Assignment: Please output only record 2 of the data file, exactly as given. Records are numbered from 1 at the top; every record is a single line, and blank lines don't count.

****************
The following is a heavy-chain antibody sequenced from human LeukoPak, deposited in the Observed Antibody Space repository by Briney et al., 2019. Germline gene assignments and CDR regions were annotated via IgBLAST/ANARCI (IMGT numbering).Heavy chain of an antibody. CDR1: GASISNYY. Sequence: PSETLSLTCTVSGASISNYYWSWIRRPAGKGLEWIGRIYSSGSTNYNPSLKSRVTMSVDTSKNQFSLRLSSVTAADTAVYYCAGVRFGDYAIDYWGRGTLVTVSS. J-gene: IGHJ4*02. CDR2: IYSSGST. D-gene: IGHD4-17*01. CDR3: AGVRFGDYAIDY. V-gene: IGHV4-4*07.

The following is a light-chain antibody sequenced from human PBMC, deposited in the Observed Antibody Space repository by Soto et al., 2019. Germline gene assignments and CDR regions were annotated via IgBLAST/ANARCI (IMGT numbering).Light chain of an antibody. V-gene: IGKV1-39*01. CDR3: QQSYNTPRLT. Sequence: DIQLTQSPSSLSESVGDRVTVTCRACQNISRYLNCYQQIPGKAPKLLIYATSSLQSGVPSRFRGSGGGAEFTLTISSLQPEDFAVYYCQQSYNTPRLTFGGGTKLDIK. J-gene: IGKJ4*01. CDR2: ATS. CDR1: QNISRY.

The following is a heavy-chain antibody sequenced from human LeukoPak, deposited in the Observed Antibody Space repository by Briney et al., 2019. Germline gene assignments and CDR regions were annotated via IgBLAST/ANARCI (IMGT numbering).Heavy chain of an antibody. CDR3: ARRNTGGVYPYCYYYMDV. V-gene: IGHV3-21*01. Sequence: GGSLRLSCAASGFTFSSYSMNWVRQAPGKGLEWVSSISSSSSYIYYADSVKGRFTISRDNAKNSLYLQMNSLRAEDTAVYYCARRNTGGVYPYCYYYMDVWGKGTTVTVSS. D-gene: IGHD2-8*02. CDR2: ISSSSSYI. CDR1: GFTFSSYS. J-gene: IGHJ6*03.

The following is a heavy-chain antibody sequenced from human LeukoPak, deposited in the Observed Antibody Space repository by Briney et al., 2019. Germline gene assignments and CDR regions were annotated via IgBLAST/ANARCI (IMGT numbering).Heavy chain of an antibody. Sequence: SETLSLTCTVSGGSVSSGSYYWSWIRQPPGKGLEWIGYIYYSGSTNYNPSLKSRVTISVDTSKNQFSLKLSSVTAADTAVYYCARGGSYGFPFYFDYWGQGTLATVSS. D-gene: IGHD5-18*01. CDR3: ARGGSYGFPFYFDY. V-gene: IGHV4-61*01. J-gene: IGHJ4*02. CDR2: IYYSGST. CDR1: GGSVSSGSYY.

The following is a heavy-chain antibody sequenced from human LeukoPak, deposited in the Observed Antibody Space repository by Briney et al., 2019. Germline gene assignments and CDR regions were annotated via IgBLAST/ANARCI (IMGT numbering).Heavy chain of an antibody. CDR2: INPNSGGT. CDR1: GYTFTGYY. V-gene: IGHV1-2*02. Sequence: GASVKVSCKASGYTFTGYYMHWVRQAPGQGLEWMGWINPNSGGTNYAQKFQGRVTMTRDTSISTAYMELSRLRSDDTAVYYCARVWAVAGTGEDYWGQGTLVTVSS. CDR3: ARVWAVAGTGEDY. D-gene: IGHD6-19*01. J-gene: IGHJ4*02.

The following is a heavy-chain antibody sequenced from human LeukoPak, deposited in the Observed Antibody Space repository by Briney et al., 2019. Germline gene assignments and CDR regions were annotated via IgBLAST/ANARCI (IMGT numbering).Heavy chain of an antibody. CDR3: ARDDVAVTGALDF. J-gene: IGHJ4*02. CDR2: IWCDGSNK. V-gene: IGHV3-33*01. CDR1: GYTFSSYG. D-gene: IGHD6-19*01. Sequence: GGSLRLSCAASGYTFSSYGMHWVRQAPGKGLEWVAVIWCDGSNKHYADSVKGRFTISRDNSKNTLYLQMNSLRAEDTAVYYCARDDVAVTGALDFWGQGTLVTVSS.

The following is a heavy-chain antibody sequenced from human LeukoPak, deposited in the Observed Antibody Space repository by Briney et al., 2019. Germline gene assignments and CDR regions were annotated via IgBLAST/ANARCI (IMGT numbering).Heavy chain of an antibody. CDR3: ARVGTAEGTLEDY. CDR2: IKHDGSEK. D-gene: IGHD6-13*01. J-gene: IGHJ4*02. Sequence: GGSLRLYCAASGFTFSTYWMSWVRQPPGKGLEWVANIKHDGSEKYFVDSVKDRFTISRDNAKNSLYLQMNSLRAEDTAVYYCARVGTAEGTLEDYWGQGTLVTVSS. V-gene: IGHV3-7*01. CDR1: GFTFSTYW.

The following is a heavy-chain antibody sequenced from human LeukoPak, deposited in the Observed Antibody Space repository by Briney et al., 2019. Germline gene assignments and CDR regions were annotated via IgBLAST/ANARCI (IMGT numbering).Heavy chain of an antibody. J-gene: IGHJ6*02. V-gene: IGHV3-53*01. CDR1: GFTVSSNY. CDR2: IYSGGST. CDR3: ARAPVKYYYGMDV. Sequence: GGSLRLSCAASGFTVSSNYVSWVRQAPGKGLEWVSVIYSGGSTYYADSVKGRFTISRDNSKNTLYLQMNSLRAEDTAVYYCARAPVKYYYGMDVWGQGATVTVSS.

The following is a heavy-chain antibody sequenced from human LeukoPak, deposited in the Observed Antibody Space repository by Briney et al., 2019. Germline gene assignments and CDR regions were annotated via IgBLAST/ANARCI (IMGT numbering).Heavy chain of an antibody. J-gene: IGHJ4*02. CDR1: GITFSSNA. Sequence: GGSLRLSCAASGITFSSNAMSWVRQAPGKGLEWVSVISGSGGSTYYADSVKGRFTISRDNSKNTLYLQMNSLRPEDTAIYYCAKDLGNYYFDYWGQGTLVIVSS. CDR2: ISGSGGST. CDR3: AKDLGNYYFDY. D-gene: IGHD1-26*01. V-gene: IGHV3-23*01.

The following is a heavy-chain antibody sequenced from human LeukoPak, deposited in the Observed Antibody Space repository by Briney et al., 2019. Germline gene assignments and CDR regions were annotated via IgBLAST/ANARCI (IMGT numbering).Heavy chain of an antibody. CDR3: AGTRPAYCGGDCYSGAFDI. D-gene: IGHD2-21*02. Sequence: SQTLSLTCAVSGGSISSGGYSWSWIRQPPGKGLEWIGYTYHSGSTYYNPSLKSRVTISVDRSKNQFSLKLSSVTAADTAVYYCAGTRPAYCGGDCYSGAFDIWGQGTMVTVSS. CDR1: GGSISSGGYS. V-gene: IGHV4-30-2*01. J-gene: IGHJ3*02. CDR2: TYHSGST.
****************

The following is a light-chain antibody sequenced from human PBMC, deposited in the Observed Antibody Space repository by Soto et al., 2019. Germline gene assignments and CDR regions were annotated via IgBLAST/ANARCI (IMGT numbering).Light chain of an antibody. V-gene: IGKV1-39*01. CDR3: QQSYNTPRLT. Sequence: DIQLTQSPSSLSESVGDRVTVTCRACQNISRYLNCYQQIPGKAPKLLIYATSSLQSGVPSRFRGSGGGAEFTLTISSLQPEDFAVYYCQQSYNTPRLTFGGGTKLDIK. J-gene: IGKJ4*01. CDR2: ATS. CDR1: QNISRY.